There are many methods and types of meditation:
Mindfulness meditation is when you pay attention to your thoughts as they pass through your mind. You don’t judge the thoughts or become involved with them. You simply observe and take note of any patterns and accept this moment. This meditation combines concentration with awareness. You may find it helpful to focus on an object or your breath while you observe any bodily sensations, thoughts, or feelings.
Spiritual meditation is an experience that takes you to the depths of who you are. It’s similar to prayer in that you reflect on the silence around you and seek a deeper connection with your God or Universe. Spiritual meditation makes you realize the eternal truth and let go of all that had happened and will happen. The present is where you want to be and find solace in. The need to practice spiritual meditation comes from an innate longing to see and think beyond the chaotic world surrounding you.
Focused meditation involves concentration using any of the five senses. You need to focus on something internal, such as your breathing, This practice is simple, but it can be difficult for beginners to initially stay focused for more than a few minutes.If your thoughts wander, it’s important to get back to breathing.
This meditation not your usual meditation where you sit still and focus on your breath. Instead, you are moving through various positions with a mindful and slow pace.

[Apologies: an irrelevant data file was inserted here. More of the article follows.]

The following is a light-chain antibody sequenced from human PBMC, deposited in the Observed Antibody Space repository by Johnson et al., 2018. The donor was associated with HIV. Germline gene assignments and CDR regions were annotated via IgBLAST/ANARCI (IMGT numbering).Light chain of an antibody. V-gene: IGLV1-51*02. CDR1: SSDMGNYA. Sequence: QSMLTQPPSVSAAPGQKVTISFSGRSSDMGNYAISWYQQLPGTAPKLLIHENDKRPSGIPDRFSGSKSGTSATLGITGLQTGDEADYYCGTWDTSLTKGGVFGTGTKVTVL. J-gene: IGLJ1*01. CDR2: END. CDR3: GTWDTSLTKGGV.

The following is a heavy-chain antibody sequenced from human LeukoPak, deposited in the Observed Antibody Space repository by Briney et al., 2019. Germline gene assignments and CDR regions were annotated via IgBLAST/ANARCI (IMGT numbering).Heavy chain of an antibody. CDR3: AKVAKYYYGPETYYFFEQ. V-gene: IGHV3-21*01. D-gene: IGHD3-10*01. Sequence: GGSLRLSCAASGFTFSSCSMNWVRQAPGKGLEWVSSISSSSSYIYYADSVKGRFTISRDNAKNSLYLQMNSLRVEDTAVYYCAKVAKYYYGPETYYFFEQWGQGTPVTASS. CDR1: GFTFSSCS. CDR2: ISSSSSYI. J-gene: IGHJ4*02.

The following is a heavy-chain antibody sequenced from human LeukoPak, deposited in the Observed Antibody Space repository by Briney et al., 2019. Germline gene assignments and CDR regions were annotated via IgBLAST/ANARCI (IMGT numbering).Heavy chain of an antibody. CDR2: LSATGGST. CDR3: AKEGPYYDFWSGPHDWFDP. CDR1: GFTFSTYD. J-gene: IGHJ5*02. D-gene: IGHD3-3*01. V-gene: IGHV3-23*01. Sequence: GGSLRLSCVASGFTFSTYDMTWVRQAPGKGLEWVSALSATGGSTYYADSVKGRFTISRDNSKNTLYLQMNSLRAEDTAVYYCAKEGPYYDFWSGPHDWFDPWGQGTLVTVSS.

Mindfulness is the biggest part of movement meditation; for example, being mindful of your muscles as they move or the feeling of your feet against the floor as you move. You notice various parts of your body that are otherwise ignored such as you hip, elbow, or cheek. You begin to pay attention to the body and how it feels as it moves, bends, and twists. Even your breathing, heartbeat, and other inner sensations will be better noticed when you are mindful of the body.
Movement meditation focuses on the movements of the body rather than the goal of the movement. For instance, picking up a book is not normally registered by your mind, but being mindful of the process makes the movement much different. For instance, you feel the bend of the legs and the arm as you reach down for the book. You notice the movement as the head as it looks towards the book. You feel the book against your hand as you begin to pick it up. You notice the extra weight in your hand as you lift the book towards you. All of these things are in your awareness during movement meditation.
A mantra is a syllable, word, or phrase that is repeated during meditation. Mantras can be spoken, chanted, whispered, or repeated in the mind. Most mantra meditation techniques have two essential components: mindfulness meditation and mantra recitation or chanting. While this age-old practice is known to have Buddhist and Hindu roots, forms of “sacred word” recitation exist within a great variety of spiritual traditions, including Judeo-Christian and Shamanic. Nowadays, mantra practice is also gaining popularity as part of non-secular mindfulness practice.